Table 1 Demographic information for study cohort.

DTI and NODDI models were estimated for each of the 104 infants. On average, 13.88% (between 9–10) of DWIs were dropped from each participant during the quality control procedure due to motion related artifacts, with most of these images being from the largest b-value. We assessed DTI and NODDI maps following model fitting to ensure the parameter maps were of high quality. Coronal sections of raw DTI and NODDI parameter maps from four representative infants are shown in Fig. 2, while corresponding matched axial and coronal images of the mean DTI and NODDI parameter estimates are in Fig. 3. Overall, these individual maps demonstrate the ability to acquire high quality multiple b-value dMRI and successfully estimate DTI and NODDI based parameters during this early developmental period.

Figure 2
Figure 2

Coronal raw DTI (FA, MD, AD, and RD) and NODDI (νIC, ODI, and νISO) estimates from four representative infants. The sex of the infant is denoted in the bottom panel. The optimized diffusion protocol resulted in high quality DWI data and parameter maps.

Figure 3
Figure 3

Matched coronal and axial slices through the of the population averaged DTI and NODDI parameters.

White Matter Neurodevelopment

Qualitatively, parameter maps depict early developing white matter microstructure that is consistent with neurodevelopmental patterns in the newborn. MD is relatively diffuse across the gray and white matter. FA, AD, and RD provide increased differentiation between gray and white matter microstructure, with FA and AD having higher values within white matter. RD, on the other hand, has the smallest values in the corpus callosum and internal capsules, likely reflecting the earliest myelination of these structures18, 41, 42. ODI has the smallest values within the corpus callosum and internal capsules, reflecting the early organization and low dispersion of these tracts, while tracts further out from the center of the brain have increased ODI values that are indicative of less mature white matter. Increased values are observed in medial white matter, such as the brain stem and internal capsules, whereas values decrease laterally in the superficial white matter.

Gestation Corrected Age

Infants were approximately 1 month old, but there was variability in gestational corrected age that related to regional measures of white matter microstructure. Many white matter regions, including the internal capsules, corona radiata, and superior longitudinal fasciculus, varied with gestation corrected age (Table 2). Representative scatter plots of age relations for the right-hemisphere posterior thalamic radiation are shown in Fig. 4. In general, FA increased and MD, AD, and RD decreased, consistent with patterns of developing microstructure. νIC increased across many of the same white matter regions, suggesting that developing neurite microstructure may be responsible for the DTI parameters’ changing patterns. ODI was increased within the right-hemisphere superior corona radiate and left-hemisphere cingulum and posterior thalamic radiation. νISO did not vary with gestation corrected age.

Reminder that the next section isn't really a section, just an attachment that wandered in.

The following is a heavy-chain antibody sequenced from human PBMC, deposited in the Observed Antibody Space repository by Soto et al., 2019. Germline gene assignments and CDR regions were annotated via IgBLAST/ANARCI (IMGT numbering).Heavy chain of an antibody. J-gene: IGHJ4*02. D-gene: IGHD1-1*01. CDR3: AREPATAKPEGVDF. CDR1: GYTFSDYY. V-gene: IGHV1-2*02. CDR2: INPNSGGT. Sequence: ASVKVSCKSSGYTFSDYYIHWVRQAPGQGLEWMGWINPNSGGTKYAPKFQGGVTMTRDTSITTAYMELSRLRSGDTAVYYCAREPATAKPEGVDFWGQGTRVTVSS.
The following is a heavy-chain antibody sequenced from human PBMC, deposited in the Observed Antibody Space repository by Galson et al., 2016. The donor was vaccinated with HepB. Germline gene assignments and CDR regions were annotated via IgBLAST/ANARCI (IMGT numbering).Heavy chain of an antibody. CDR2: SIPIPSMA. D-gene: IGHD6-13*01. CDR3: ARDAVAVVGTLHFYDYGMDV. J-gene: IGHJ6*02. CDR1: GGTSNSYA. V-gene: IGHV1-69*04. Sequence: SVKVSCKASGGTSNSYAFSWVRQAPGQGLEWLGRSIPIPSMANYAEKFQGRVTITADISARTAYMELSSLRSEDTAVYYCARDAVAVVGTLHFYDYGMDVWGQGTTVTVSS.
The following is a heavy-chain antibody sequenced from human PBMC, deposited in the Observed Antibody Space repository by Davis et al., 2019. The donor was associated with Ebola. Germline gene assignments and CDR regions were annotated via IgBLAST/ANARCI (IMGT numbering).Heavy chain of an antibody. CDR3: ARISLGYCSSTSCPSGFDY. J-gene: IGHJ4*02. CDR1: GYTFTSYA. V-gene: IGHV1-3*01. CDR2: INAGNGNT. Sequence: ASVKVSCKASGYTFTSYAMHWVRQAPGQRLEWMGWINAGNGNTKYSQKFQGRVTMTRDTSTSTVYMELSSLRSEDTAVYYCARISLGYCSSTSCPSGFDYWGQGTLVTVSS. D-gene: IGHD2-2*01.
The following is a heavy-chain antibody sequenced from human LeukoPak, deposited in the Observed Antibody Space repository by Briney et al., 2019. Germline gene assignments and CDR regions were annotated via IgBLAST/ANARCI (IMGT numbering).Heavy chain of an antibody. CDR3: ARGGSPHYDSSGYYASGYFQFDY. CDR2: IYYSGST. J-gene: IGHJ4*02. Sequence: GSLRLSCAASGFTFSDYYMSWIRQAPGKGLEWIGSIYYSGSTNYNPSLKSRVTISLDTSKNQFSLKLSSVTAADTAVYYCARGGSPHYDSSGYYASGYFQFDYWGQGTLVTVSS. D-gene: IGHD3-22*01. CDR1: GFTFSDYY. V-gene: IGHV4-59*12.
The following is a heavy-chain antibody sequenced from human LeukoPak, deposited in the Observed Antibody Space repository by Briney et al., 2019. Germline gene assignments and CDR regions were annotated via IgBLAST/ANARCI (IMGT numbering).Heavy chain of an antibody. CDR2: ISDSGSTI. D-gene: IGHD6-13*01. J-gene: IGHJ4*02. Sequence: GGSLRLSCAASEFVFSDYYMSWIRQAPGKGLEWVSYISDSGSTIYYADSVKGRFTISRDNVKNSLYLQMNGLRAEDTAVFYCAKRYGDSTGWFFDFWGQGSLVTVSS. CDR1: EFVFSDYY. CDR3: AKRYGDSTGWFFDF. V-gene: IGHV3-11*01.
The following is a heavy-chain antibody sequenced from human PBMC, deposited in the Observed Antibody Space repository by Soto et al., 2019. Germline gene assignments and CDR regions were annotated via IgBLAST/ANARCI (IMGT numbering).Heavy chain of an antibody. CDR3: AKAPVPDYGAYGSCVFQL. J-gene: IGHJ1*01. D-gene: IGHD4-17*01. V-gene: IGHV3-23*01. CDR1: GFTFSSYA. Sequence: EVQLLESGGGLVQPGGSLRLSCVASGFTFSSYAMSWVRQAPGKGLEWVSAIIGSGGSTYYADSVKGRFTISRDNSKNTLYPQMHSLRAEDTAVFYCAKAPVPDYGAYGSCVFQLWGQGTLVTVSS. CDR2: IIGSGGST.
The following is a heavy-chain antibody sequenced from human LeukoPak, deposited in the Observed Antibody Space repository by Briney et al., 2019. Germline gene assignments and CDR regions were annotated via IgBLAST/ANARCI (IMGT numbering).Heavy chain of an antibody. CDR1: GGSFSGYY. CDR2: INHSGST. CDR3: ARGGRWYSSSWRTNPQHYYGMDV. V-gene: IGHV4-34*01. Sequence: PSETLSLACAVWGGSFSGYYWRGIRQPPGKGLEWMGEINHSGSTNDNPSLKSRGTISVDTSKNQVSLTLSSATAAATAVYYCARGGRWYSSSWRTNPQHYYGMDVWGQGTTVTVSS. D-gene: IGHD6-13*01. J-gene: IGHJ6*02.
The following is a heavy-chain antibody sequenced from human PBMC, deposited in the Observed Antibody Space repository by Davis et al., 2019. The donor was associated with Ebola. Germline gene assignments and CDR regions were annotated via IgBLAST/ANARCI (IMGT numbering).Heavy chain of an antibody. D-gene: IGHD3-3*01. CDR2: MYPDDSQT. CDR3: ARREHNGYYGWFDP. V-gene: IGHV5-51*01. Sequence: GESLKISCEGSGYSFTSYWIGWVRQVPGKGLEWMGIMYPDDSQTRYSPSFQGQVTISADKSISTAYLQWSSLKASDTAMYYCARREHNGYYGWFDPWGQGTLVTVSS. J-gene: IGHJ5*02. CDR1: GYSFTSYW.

Table 2 Summary of associations (T-statistics) of DTI and NODDI parameters with gestation corrected age.
Figure 4
Figure 4

Representative scatter plots of the gestation corrected age relationships observed for the posterior thalamic radiations. Points correspond to the mean values from the posterior thalamic radiations. In general, increases of FA, νIC, and ODI and decreases of diffusivity measures were observed across the majority of white matter regions.

In addition to observing significant age relations of DTI and NODDI parameters, there was variability in these relations across white matter regions. Representative scatter plots from white matter regions of the left hemisphere are shown in Fig. 5. We included non-significant age relations as well to illustrate the differential patterns of regional development. From the separation along the ordinate axis one can visualize and infer overall differences between the distinct white matter regions, while slope differences reflect regional variability of development across gestation corrected age.

Figure 5
Figure 5